‘I know. I’ve seen it, too,’said James Sheridan, rather ruefully.‘But I’m afraid we only have cultured pearls, and good quality simulated to entice you to Sheridan and Rodgers. Though I think you will find some of the new jewellery designs pleasing. My son, remember John? ... is in charge of jewellery and diamonds, along with myself. Elizabeth looks after the better quality gem stones, necklaces and earrings and small gold charms. My late partner’s son, Michael Rodgers, prefers to be with clocks and watches, though everyone can take over from everyone else should the occasion arise.

‘Apart from that, we only have Miss Pryce, who has been with us for over thirty years, and who works with Elizabeth, or...’James smiled a little,‘...perhaps I ought to put that the other way round!At one time we also had two more young men, but greater overheads and higher salaries have forced us to cut down a little, so that when TomDearham went off to be manager in a smaller firm, I just couldn’t replace him. So...’he smiled again...‘you’ll be most welcome, Kate. I can’t imagine that David Lyall’s daughter will require much training in jewellery, either. He was always very keen on all forms of gemmology, and became a Fellow of the Gemmological Association for the love of it.’

‘Yes, he did,’Catherine nodded.‘I remember watching Daddy when he tested a stone for refractive index, and how he used to know the specific gravity of every stone and its comparative hardness to the diamond. I could practically recite a few of those facts myself!’

‘Then you must keep up the good work,’James assured her.‘John and Michael took their F.G.A. examinations a few years ago, and Elizabeth passed hers last year. It shouldn’t take you long to study everything you need, and we’ll help you all we can.’He turned toMrs.Neill.

‘Does that make you feel any happier?’

Mrs.Neill hesitated, feeling that she could hardly discuss financial arrangements. That would be going much too far in her desire to see Catherine well settled and protected. She had no reason to suppose that the girl might be exploited. In fact, they should all be grateful for this opportunity which had arisen.Mrs.Sheridan was going to attend to the lease of her fiat, and the storage of furniture she wished to keep, while selling off any extra. Catherine would have a small nest egg, enough to make her feel secureshould an emergency arise.

‘I can see that Catherine will be in good hands,Mr.Sheridan,‘Mrs.Neill smiled.‘I’m very relieved.‘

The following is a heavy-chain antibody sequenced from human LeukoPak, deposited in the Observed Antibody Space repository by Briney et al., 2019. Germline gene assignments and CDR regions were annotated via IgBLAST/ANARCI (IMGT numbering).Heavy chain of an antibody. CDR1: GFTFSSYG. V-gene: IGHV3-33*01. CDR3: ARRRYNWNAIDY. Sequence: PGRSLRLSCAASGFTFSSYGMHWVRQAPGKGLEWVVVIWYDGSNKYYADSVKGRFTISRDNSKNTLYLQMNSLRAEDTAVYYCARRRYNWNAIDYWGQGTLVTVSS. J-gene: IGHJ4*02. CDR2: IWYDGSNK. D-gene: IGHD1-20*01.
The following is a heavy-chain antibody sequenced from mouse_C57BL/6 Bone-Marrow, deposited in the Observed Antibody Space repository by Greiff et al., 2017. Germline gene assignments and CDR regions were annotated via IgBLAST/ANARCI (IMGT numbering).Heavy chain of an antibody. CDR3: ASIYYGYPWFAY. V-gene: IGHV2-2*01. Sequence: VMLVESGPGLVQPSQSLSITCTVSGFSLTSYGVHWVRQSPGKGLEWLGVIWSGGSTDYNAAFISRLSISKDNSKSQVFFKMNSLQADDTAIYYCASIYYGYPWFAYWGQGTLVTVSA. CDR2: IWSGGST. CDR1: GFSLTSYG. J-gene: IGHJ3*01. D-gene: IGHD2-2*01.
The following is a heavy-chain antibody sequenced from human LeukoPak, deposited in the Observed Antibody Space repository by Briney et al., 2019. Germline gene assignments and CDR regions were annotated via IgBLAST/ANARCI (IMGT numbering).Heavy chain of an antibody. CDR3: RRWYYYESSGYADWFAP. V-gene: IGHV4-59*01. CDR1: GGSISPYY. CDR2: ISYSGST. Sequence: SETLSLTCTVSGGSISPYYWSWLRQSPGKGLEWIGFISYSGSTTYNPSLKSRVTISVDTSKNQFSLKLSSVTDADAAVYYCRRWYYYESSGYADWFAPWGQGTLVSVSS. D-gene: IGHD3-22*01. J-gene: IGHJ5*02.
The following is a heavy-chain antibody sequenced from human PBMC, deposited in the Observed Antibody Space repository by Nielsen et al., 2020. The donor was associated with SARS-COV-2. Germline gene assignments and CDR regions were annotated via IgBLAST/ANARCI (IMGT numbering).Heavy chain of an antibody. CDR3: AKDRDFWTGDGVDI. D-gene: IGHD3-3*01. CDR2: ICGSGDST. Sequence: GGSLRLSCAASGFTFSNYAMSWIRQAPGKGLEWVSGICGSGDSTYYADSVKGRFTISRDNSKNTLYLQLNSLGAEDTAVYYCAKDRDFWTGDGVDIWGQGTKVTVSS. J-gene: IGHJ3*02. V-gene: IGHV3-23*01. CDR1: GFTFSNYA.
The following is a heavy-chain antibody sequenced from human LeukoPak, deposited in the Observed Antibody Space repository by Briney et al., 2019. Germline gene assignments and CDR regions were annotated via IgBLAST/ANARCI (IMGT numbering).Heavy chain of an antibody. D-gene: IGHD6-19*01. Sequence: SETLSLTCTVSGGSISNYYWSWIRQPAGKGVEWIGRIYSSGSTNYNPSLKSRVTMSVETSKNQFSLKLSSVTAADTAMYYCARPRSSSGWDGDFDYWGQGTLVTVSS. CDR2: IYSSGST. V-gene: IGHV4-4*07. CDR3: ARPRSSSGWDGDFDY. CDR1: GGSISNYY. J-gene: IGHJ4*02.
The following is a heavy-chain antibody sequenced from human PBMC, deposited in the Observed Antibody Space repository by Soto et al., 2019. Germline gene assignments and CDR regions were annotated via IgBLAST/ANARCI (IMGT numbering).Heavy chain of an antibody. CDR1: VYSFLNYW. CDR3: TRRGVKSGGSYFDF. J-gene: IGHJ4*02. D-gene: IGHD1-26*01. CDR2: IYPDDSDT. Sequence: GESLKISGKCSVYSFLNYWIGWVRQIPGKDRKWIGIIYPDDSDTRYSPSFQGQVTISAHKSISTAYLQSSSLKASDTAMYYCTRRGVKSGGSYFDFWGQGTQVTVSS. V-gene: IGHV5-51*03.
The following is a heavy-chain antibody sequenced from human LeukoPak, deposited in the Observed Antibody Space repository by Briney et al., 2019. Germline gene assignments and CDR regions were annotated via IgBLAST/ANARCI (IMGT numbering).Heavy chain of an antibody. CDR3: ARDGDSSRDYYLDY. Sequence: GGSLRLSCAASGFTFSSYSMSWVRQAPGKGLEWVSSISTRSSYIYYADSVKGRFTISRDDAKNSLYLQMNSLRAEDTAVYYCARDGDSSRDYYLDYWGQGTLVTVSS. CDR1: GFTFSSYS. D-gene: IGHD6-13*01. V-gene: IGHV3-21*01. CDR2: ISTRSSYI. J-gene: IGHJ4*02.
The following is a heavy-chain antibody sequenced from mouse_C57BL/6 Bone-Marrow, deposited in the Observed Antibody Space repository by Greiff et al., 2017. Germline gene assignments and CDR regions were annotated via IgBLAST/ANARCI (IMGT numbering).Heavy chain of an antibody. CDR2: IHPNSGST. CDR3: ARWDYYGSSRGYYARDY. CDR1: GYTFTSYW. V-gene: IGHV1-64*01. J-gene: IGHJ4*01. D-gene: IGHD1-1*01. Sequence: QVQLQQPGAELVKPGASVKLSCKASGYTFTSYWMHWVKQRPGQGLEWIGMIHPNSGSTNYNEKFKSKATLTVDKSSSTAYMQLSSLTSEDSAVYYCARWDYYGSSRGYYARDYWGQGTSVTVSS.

‘She has also a fairly long drive ahead of her,’he said, glancing at his watch.‘Are you well enough to travel, my dear?’

‘The doctor says it will be quite all right by car,’Catherine assured him.‘I’m only taking a small amount of luggage, though I hope I can send for the rest of my things when I’m settled.’

‘I shall keep them for as long as you like,’Mrs.Neill assured her, and Catherine felt the sudden rush of tears pricking her throat.

‘I can collect them when I come to see about your flat,’James Sheridan suggested.‘You’ve sorted our personal things, Catherine?’

‘Yes.’She turned toMrs.Neill.‘I’ll come back and see you soon.’

‘Keep in touch,’Mrs.Neill urged her, as they parted.‘If you aren’t happy...’

‘I know. I said goodbye toMr.Neill this morning, but my love to him...and you.’

Soon she was speeding south in the large comfortable car, and crossing the lovely Forth Bridge.

‘We’ll rest in Edinburgh for a cup of tea,’Mr.Sheridan decided.‘Easy stages will be best.’

It was dark and rather late by the time they drove into Newcastle-upon-Tyne, a city which was strange to Catherine, but even in the dark she was conscious that it was large and interesting, and that the outskirts where Uncle James lived were fresh and lovely.

‘You’ll have to get to know Northumberland,’he told her, as they drove along quiet roads lined with gently swaying trees which looked ghostly and rather mysterious in the bright moonlight.‘It’s a beautiful county, with a great deal of historic interest. John and Elizabeth will be happy to take you sightseeing, I’m sure.’

John and Elizabeth! Catherine felt her heart suddenly quaking a little. She was sure that Uncle James and Aunt Lucille would be happy to have her live with them, but it was only now that she was beginning to realise that she would be in close contact with young people of her own age. Suppose they didn’t like her. Suppose they resented her presence in the house.

It was too late to have regrets, however, as the car turned in a gravelled drive between lovely wrought-iron gates, and Balgower, a large imposing house of red brick, with huge bay windows, came into view.

‘Here we are,’said Uncle James cheerfully.‘Welcome home, Catherine. Come in, my dear, and say hello to Aunt Lucille and the family.’

There was only Aunt Lucille at home. AfterMrs.Neill’s rather reserved nature, and her quiet but kindly attitude towards her, Catherine found Lucille Sheridan effusive in her welcome. Yet surely that was in her favour. She rushed forward to envelopthe girl in a warm hug, her body softly plump, reminding Catherine of a small shapely pigeon.

‘Catherine! My dear, you’re grown up. And how like your mother...Oh!’

Catherine’s smile was a trifle unsteady.

‘It’s all right, Aunt Lucille. I...I’ve come to terms with what happened. Don’t hesitate to talk about Mother ... or Philip.’

‘You poor child!’Lucille’s voice was full of sympathy, and she led Catherine into a large spacious lounge, richly carpeted, with deep sofas and armchairs, and long velvet curtains pulled across the windows.

‘What a lovely room,’Catherine said sincerely, and knew she had pleased Lucille, who beamed on her, and turned to James, who said he would go straight upstairs to wash and change.

‘I’ll take Catherine up to her room. Would you like to have a hot drink up in bed, my dear, or would you prefer to come downstairs again for a short while? John and Elizabeth should be in soon, but you can meet them both tomorrow, if you’d prefer that.’